Heading into the 2007 NBA Playoffs, the Golden State Warriors were an 8-seed looking to topple the 67-win, 1-seed Dallas Mavericks. The Mavs lost their first four games of the season and finished the season on a 67-11 run to grab the top seed and look like a monster nobody could figure out in the playoffs. The Warriors weren't going to beat the Mavs by playing traditional basketball. They were overmatched from a talent standpoint in that respect, plus Don Nelson loved to get weird on the court.
The Warriors decided to put a much smaller defender on the unstoppable MVP Dirk Nowitzki, and it was going to force the Mavericks to play some uncomfortable basketball. Dallas would have an advantage if they were willing to be patient and exploit it, but as soon as they relented and started to try playing the same weird basketball as the Warriors, who were prepared to play this way, the Mavericks lost their identity and reverted to some poor habits.
While it's not the exact same across the board with Game 4 of the Western Conference semifinals game between the Los Angeles Clippers and the Oklahoma City Thunder, you can certainly draw some similarities to the strategy on the surface. In the Clippers' huge comeback win that turned a 22-point deficit into an impressive (and possibly season-saving win), there was a point in which the Clippers got weird in defending Kevin Durant and it ended up being something the Thunder didn't really know how to resolve or exploit.
With 11:07 left in the fourth quarter and the Thunder leading by 15, Chris Paul checked back into the game and drew the defensive assignment on Durant. Paul gives up roughly 11 inches in height to Durant and that might be generous. But Paul is probably stronger than Durant and his leverage and ability to stay on Durant's hip defensively harkened back to Tony Allen's brilliant defense on the MVP and even back to Stephen Jackson defending Nowitzki back in 2007. Before this moment, Durant had 33 points on 9-of-20 shooting, three assists, and five turnovers.
On the next possession for the Thunder, Paul harassed Durant as he tried to create off the dribble and use a screen. Durant attempted a crossover against the Clippers' point guard, only to have it ripped away from him for a transition score by CP3 to cut the lead to 13. Over the course of the rest of the game, Paul picked up Durant as quickly as possible. He grabbed short, clutched arms, had his hand around Durant's waist, fronted him, bumped him, pushed him, deflected his dribble, and did everything he could to channel his inner Tony Allen to defend the league's leading scorer.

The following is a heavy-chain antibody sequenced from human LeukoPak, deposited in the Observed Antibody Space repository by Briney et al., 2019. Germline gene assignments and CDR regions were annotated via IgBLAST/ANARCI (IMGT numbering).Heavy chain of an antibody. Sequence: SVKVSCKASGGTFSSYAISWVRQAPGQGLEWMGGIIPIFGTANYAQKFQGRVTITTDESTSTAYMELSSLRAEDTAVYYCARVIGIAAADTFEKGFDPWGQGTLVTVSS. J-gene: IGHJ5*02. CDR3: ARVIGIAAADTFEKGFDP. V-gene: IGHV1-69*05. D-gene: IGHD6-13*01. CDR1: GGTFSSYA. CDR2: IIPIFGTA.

What this did in the process was expose a fourth quarter problem Scott Brooks' Thunder team has, which is becoming too basic in the offense in crunch time situations and relying on hero ball for a full quarter to close out the game. As Paul defended Durant, guards like Jamal Crawford and Darren Collison were able to play passing lanes, pick up deflections, and take the ball the other way. From that moment Paul checked in the game to defend the best scorer in the world, the Clippers went on a 38-21 run to squeak out a two-point victory at home to even up the series at 2.
Brooks never changed up what the Thunder were going to do and Westbrook wasn't able to execute a two-man game with Durant. When they ran a pick-and-roll, Paul would show a soft hedge on the perimeter, retreat to Durant's hip, and wait for the offense to stall against them. Westbrook wasn't delivering the pass when it was there and Durant's go-to move was once again hoping to post up at the elbow. None of it worked.
Instead of a straight post-up or putting Durant on the baseline where help defense wouldn't be so easy to shade where the offense could put the ball, the Thunder ran the same play over and over again. Durant had three turnovers in this final 11:07 of the game to his four shot attempts. Westbrook took 10 shots. The rest of the Thunder were basically non-existent on the offensive end of the floor.
Darren Collison became the end-of-game hero while Paul was the defensive stopper for someone who has maybe a foot of height advantage and a galaxy of reach over him. Rivers had an answer for the ugly game by the Clippers in the first 37 minutes. He made the Thunder adjust to his small ball lineup and quirky defensive match-ups. Brooks couldn't adjust or refused to, at least. Instead the Thunder once again had end-of-game issues and have people pointing fingers at the coaching decision.
They used up their timeouts and left their guys on the court with none when they got a huge defensive stop with eight seconds left. This left them with Westbrook taking a contested, pull-up 3-pointer with 2.5 seconds left that missed the mark. Instead of putting the Clippers' season in jeopardy, Brooks' inaction along with his players' poor execution of whatever basic game plan was there allowed the series to become even once again.
The Thunder don't need to panic, but they need to develop a Plan B for when Rivers decides it's time to throw something different at OKC to see if they can adjust. The Clippers got weird on Sunday afternoon and it got them a victory. It's time for the Thunder and their coach to find some comfort back in what they do on the basketball court, regardless of what the Clippers throw their way.